Under Section 7430 of the Internal Revenue Code, the prevailing party in any civil tax proceeding brought by or against the United States is permitted a discretionary award of litigation costs, including attorneys’ fees. A “prevailing party” is defined as a party that “has substantially prevailed with respect to the amount in controversy” or “with respect to the most significant issue or set of issues presented.” A party is not treated as a “prevailing party,” however, if “the United States establishes that the position of the United States in the proceeding was substantially justified.”
The stated legislative purpose behind this statute permitting taxpayers to be awarded litigation costs was two-fold: To “deter abusive actions and overreaching by the Internal Revenue Service and “to enable individual taxpayers to vindicate their rights regardless of their economic circumstances.”
Not all “prevailing parties” are eligible to receive fees under the statute, however. To qualify for a fee award, the taxpayer must be (i) an individual whose net worth did not exceed $2,000,000 at the time the civil action was filed, or (ii) any owner of an unincorporated business, or any partnership, corporation, association, unit of local government, or organization, the net worth of which did not exceed $7,000,000 at the time the civil action was filed, and which did not have more than 500 employees at the time the civil action was filed.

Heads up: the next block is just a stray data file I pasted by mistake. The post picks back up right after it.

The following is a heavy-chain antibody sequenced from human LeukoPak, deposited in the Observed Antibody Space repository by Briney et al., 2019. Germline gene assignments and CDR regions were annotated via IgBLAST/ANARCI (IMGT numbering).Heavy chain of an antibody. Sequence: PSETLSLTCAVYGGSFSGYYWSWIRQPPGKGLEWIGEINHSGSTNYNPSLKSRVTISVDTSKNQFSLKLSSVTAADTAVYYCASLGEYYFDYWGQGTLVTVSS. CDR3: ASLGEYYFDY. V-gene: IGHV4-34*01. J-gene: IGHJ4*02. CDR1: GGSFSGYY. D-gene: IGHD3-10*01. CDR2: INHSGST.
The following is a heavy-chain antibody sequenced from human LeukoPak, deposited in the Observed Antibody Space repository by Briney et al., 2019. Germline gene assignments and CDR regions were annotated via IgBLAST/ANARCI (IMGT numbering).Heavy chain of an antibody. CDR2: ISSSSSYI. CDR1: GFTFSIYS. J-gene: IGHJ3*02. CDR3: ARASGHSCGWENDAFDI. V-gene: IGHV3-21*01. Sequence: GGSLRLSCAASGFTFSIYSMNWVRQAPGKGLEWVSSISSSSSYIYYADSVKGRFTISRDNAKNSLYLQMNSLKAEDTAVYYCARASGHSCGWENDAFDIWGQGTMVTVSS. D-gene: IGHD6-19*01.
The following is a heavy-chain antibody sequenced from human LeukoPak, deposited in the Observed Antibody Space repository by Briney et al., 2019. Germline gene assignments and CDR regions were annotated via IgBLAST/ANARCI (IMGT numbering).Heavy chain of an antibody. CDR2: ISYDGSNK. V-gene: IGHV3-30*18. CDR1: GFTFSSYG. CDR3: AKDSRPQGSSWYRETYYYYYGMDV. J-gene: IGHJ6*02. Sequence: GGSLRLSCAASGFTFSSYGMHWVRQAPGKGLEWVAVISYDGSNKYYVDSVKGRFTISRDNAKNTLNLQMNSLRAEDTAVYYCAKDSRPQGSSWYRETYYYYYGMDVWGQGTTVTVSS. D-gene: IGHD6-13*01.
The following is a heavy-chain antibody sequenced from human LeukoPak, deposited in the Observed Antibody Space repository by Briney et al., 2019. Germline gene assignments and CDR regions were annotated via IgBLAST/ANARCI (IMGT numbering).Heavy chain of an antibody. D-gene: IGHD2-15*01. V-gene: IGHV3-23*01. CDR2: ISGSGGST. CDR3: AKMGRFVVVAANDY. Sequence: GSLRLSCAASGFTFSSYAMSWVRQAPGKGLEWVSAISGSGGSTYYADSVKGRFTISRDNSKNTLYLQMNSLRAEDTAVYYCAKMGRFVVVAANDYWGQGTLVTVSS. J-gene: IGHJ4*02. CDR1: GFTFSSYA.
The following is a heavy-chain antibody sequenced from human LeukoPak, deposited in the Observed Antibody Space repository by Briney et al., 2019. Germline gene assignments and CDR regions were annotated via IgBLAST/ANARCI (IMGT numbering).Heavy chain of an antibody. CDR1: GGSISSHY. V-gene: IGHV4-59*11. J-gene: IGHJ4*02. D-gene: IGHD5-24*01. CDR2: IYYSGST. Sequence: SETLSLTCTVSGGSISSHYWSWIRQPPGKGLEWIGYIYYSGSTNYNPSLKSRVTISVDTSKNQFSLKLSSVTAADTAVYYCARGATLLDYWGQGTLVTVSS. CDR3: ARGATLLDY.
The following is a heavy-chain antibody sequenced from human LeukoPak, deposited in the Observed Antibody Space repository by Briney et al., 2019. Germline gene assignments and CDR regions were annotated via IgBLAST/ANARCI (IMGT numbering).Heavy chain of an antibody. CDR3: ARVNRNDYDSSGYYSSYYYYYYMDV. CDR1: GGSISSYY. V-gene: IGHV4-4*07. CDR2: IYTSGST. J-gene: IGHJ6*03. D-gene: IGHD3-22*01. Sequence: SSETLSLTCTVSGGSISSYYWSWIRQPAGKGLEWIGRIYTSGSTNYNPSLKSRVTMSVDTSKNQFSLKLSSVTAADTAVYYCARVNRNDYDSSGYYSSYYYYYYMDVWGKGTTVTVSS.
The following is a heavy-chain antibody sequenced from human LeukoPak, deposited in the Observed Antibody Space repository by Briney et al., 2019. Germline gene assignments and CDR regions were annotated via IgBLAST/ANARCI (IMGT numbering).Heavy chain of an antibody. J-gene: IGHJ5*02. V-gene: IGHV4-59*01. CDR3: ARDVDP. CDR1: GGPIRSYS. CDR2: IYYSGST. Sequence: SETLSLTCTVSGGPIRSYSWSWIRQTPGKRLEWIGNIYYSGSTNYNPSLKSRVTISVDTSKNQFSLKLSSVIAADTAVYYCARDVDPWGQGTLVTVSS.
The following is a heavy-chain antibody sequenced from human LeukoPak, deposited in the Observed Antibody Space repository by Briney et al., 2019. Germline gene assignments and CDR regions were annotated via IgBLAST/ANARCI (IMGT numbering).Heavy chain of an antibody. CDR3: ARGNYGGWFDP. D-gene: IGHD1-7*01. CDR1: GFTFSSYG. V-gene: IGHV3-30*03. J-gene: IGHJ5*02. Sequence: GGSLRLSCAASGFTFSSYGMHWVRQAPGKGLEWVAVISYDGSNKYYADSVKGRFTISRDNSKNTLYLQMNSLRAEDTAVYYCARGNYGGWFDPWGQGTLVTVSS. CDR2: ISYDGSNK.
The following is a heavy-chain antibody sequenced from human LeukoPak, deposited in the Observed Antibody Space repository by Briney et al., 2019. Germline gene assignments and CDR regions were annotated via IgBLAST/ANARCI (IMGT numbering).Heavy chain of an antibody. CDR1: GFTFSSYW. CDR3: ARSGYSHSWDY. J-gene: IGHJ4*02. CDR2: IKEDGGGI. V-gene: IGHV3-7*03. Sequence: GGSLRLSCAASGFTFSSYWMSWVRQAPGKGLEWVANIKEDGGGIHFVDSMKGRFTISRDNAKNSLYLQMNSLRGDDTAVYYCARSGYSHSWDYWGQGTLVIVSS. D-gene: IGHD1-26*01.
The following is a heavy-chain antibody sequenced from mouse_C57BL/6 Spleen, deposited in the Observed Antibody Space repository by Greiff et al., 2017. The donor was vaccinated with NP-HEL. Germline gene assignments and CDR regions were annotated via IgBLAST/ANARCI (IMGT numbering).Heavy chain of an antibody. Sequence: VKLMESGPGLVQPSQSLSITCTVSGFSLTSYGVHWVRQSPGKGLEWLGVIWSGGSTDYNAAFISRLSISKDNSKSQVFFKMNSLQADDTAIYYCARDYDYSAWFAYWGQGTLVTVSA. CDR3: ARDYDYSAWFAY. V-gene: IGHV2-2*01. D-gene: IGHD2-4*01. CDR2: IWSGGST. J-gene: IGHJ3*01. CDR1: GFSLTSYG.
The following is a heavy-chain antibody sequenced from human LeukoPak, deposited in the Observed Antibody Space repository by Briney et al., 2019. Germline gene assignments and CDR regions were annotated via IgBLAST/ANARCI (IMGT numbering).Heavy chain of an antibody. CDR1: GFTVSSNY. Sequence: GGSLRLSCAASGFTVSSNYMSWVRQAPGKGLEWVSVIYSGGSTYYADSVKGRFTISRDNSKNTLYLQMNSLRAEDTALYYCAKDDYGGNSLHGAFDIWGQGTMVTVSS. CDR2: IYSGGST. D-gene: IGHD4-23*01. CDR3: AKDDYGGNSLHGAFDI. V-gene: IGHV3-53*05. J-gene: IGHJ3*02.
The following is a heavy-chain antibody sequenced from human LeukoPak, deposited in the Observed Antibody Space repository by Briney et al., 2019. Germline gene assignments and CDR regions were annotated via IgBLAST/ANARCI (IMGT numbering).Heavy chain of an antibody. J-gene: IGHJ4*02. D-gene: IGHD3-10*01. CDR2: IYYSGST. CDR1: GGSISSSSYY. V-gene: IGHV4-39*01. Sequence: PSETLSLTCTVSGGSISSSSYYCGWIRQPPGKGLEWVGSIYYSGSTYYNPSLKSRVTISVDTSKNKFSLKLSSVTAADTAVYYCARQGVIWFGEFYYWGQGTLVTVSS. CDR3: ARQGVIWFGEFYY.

In addition, the prevailing taxpayer must have “exhausted the administrative remedies available to [him] within the Internal Revenue Service,” and cannot have “unreasonably protracted” the proceedings that generated the attorneys’ fees.
Although subject to significant limitations, the statute permitting taxpayers to be awarded litigation costs can be effectively used to recoup expenses incurred in fighting unreasonable positions taken by the Internal Revenue Service, and as added leverage in settlement negotiations with the Internal Revenue Service.